Tourism sector remains positive with strong performance in hotel market

The Irish hotel market has witnessed a very strong closing quarter for 2017, with a total of €171.2 million worth of hotels sold in three months to December, exceeding the first three quarters combined.

According to research from Cushman & Wakefield, the impressive turnaround in the final quarter was boosted by three large hotel deals, which brought the total hotel investment turnover for 2017 to almost €260 million.

This compares to the 2016 record high of €720 million.

The 2017 total excludes any unconventional hotel sales which took place during the year.

Dublin's Gibson Hotel.

For example, the Jurys Inn chain was acquired by Swedish hotel group Pandox and Israeli group Fattal Hotels for £800 million.

The portfolio comprised 37 hotels, three of which are in Ireland with a combined value of approximately €150 million.

Furthermore, any loan sales, hotel refinances and suites purchased within hotels have all been excluded, as they are not considered single hotel asset transactions.

While 2017 finished on a strong note, both transaction volumes and values were notably down when compared to the bumper levels witnessed in recent years.

A total of 30 sales closed in 2017, compared to the 50+ deals recorded in each year between 2014-2016. This is largely owing to the slowdown in the significant deleveraging of distressed asset sales by various banks.

The most significant sale of the year was that of the 4 star Gibson Hotel in Dublin’s North docklands.

Closing in the final quarter, the hotel was acquired by German-based investment group, DekaBank, for €87 million.

This followed Deka’s acquisition last year of the Clayton Hotel Burlington Road, Dublin 4, for €182 million, which was also the largest hotel deal in 2016.

Other deals of note in the final quarter of 2017 included the 4 star Carton House Hotel & Golf Resort, Maynooth, Co. Kildare, sold to Irish American businessman John Mullen for €57 million.

In addition, the 4 star Knightsbrook Hotel & Golf Resort, Trim, Co. Meath was acquired by Irish based Blackbee Investments for €17.55 million.

The hotel market in 2017 was characterised by smaller, single asset transactions and off-market deals.

The majority of the volume of hotel sales, 63%, transacted in the €1-10 million price category, with a further 23% below €1 million in value. Moreover, one-third of the deals completed during the year consisted of off-market transactions.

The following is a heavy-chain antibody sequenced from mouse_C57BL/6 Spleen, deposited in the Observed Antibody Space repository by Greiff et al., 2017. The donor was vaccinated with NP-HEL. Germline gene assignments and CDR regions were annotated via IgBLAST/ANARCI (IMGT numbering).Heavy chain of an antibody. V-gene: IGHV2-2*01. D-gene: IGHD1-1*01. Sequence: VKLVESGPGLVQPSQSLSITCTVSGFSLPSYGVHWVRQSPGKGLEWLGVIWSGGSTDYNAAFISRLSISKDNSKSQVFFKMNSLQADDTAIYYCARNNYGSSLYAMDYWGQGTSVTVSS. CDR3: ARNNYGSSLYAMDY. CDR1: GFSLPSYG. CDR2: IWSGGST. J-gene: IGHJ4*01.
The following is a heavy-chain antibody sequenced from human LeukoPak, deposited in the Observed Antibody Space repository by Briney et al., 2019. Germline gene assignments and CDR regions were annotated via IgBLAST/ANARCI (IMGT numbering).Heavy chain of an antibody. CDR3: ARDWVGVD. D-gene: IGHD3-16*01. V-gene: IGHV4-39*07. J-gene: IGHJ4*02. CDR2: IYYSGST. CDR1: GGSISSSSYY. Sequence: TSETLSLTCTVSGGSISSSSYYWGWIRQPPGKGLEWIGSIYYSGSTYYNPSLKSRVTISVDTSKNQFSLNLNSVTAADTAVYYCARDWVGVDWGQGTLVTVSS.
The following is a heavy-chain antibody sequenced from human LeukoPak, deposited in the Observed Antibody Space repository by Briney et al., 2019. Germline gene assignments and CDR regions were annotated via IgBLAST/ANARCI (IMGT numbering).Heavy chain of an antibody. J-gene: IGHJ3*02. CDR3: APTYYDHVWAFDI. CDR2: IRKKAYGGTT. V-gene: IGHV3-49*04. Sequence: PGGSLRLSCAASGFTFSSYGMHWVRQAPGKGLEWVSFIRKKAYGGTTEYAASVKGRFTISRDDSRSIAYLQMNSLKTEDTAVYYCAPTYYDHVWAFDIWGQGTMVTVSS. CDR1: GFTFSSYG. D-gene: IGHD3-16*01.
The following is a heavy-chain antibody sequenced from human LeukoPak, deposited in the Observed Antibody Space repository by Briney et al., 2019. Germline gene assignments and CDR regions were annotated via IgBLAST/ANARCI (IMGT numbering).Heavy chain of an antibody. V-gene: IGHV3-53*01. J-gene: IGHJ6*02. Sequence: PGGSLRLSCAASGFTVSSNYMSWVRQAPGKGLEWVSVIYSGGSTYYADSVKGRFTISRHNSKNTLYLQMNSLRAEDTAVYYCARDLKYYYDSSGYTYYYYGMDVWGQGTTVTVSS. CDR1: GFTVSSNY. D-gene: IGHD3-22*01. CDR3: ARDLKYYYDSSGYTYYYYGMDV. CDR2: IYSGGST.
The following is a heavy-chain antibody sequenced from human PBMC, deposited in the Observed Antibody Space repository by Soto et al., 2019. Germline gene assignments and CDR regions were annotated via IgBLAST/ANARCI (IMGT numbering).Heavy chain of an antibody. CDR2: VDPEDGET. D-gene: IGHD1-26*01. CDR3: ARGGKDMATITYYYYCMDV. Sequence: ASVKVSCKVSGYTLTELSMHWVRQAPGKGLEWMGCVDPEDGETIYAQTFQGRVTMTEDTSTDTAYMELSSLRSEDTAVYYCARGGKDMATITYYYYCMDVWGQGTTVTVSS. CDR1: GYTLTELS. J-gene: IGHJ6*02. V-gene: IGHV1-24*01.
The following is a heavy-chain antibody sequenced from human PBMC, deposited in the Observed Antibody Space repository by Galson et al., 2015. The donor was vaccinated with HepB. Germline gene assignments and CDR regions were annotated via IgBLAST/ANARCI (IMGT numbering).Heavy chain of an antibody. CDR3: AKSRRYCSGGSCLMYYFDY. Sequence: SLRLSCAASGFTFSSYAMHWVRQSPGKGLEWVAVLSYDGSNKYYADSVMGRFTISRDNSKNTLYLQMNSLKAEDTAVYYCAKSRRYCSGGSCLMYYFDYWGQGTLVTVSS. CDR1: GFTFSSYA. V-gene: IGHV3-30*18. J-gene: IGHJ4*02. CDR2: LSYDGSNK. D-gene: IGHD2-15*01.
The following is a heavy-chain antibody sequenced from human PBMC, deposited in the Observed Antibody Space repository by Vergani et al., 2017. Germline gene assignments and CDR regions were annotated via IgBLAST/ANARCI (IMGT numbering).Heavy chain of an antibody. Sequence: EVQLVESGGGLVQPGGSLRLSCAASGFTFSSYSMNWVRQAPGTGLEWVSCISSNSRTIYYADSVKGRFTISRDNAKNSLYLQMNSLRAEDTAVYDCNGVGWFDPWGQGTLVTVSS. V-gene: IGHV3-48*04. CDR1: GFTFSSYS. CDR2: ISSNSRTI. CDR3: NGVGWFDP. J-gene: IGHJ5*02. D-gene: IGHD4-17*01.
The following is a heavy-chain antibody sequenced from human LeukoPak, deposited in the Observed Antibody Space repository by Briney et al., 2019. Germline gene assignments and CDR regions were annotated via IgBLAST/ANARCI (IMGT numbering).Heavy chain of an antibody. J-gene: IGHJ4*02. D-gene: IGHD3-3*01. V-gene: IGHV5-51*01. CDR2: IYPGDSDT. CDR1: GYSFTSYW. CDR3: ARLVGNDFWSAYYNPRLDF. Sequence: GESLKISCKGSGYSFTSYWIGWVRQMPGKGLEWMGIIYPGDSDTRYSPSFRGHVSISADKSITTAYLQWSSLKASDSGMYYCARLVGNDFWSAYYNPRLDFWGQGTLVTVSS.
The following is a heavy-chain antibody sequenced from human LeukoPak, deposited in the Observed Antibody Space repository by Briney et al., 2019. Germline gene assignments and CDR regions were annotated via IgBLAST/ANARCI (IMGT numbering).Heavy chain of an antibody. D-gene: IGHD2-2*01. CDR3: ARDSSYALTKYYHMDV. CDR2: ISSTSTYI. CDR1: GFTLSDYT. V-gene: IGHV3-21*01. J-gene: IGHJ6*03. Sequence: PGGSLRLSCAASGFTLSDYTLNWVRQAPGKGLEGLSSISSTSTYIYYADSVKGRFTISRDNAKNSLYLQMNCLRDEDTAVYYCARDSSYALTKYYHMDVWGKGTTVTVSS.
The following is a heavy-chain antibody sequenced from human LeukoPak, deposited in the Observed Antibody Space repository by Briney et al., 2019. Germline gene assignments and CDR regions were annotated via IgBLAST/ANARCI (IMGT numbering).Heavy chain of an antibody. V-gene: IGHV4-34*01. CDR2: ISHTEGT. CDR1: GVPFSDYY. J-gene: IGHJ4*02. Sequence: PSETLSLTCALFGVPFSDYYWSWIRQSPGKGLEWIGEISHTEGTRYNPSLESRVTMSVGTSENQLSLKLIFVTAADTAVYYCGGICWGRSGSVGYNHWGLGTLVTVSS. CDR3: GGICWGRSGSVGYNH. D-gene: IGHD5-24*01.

Mirroring the substantial uplift in activity witnessed outside of Dublin in the overall commercial property market in 2017, regional hotels in Ireland also saw increasing interest.

The share of hotel sales outside of the capital grew significantly from a 26% share in 2016, to 58% in 2017, despite the Gibson Hotel sale. Just five hotels transacted in Dublin in the twelve-month period.

Activity in Dublin declined, with only five hotel transactions in the twelve-month period.

Development activity in the Irish hotel industry continues to improve. The market has seen an uplift of 20.6% in the number of hotel rooms under construction at year end, to over 2,400 rooms in 33 hotels.

This is in addition to the 158 rooms, in eight hotels, which completed construction in 2017 in various extensions and redevelopments. There are 13 new hotels currently under construction, out of which 10 are located in Dublin, a positive development given the shortage of rooms in the capital at present.

Cushman & Wakefield believe the year ahead looks promising for the Irish hotel market. The reduction in the CGT exemption holding period, from seven to four years, for assets purchased up to the end of 2014, should result in a rise in further hotel re-trades from 2018.

Furthermore, the positive outlook for the economy bodes well for increasing tourism numbers, which are set to continue reaching record levels despite any slowdown in UK visitors from the weakness in sterling.

With improving trading trends, this will directly impact the value of Irish hotels and further strengthen hotel investor appetite.

Commenting on the market, Isobel Horan, Associate Director, Trading Assets, Cushman & Wakefield, said: “The tourism sector in Ireland continues to remain very positive and we are beginning to see the first new tranche of bedrooms being delivered to the Dublin market.

"These bedrooms are critically important to the city for it to remain competitive as a tourist destination. They will easily be absorbed into the market without any impact on existing KPI’s and profitability”.

- Digital Desk

 

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